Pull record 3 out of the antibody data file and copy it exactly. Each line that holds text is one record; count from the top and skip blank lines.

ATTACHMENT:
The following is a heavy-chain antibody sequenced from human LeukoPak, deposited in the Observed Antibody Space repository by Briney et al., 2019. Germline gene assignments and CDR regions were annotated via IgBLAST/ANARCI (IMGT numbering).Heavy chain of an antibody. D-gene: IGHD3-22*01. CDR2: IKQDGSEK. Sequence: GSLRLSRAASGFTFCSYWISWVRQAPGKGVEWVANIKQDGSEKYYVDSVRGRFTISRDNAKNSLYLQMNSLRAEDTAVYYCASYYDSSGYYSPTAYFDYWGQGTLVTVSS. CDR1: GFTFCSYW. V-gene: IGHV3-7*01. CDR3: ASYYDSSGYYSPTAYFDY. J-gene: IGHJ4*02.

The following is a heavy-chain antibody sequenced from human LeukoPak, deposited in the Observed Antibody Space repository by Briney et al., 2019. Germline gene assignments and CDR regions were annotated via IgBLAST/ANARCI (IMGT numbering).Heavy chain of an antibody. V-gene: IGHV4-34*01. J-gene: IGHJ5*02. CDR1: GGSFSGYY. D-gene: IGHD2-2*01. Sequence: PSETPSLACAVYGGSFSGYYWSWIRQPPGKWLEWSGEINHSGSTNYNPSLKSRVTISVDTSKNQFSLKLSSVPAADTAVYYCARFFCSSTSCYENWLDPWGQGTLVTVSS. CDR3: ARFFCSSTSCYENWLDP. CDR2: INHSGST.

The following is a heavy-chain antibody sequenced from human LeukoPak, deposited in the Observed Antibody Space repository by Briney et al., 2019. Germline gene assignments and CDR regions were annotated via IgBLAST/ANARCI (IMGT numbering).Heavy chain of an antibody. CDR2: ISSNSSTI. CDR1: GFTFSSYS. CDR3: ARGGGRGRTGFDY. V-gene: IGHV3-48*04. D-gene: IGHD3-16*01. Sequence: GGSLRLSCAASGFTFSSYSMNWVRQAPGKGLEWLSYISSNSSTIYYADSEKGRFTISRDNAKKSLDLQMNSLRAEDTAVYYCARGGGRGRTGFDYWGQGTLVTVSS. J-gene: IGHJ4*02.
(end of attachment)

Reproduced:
The following is a heavy-chain antibody sequenced from human LeukoPak, deposited in the Observed Antibody Space repository by Briney et al., 2019. Germline gene assignments and CDR regions were annotated via IgBLAST/ANARCI (IMGT numbering).Heavy chain of an antibody. CDR2: ISSNSSTI. CDR1: GFTFSSYS. CDR3: ARGGGRGRTGFDY. V-gene: IGHV3-48*04. D-gene: IGHD3-16*01. Sequence: GGSLRLSCAASGFTFSSYSMNWVRQAPGKGLEWLSYISSNSSTIYYADSEKGRFTISRDNAKKSLDLQMNSLRAEDTAVYYCARGGGRGRTGFDYWGQGTLVTVSS. J-gene: IGHJ4*02.